Introduction Ovarian cancer is the eighth most common cancer in women worldwide, and about 1 in 5 women with ovarian cancer do not receive treatment, because they are too unwell by the time they are diagnosed. Symptoms of ovarian cancer are non-specific or can be associated with other common conditions, and women experiencing these symptoms have been shown to self-manage them using over-the-counter medication. Results from a recent proof-of-concept study suggest there may be an increase in the purchases of painkillers and indigestion medication 10–12 months before ovarian cancer diagnosis. We propose a case–control study, as part of a larger project called the Cancer Loyalty Card Study (CLOCS), to investigate whether a significant change in medication purchases could be an indication for early signs of ovarian cancer, using data already collected through store loyalty cards.
Methods and analysis Using a retrospective case–control design, we aim to recruit 500 women diagnosed with ovarian cancer (cases) and 500 women without ovarian cancer (controls) in the UK who hold a loyalty card with at least one participating high street retailer. We will use pre-existing loyalty card data to compare past purchase patterns of cases with those of controls. In order to assess ovarian cancer risk in participants and their purchase patterns, we will collect information from participants on ovarian cancer risk factors and clinical data including symptoms experienced before diagnosis from recruited women with ovarian cancer.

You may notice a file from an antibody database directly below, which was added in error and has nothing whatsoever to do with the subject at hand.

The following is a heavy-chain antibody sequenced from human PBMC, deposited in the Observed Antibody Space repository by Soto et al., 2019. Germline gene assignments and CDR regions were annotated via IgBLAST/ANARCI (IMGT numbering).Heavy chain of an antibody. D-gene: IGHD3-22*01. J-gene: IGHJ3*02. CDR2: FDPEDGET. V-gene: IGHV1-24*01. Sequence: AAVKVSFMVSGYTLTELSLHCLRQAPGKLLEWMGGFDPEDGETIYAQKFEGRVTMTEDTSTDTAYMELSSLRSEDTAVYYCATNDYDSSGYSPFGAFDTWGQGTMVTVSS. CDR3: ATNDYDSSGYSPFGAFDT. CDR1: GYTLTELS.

Ethics and dissemination CLOCS was reviewed and approved by the North West-Greater Manchester South Research Ethics Committee (19/NW/0427). Study outcomes will be disseminated through academic publications, the study website, social media and a report to the research sites that support the study once results are published.
Trial registration number ISRCTN 14897082, CPMS 43323, NCT03994653.
- gynaecological oncology
- public health
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Strengths and limitations of this study
This study is a novel approach to investigate whether routinely collected commercial purchase data can be used to reduce delays in ovarian cancer diagnosis.
Ovarian cancer advocates have been involved in the conception, design and conduct of the study.
A key strength of the study is the detailed information available for purchases recorded for up to 6 years prior to enrolment.
A key limitation is that loyalty card holders may not use their cards for every purchase, may shop at other stores not being accessed in this study and may be purchasing items for other family members.
In general, due to the retrospective nature of case–control studies, there is potential for the misreporting of exposures in the risk factor questionnaire by cases and controls (recall bias).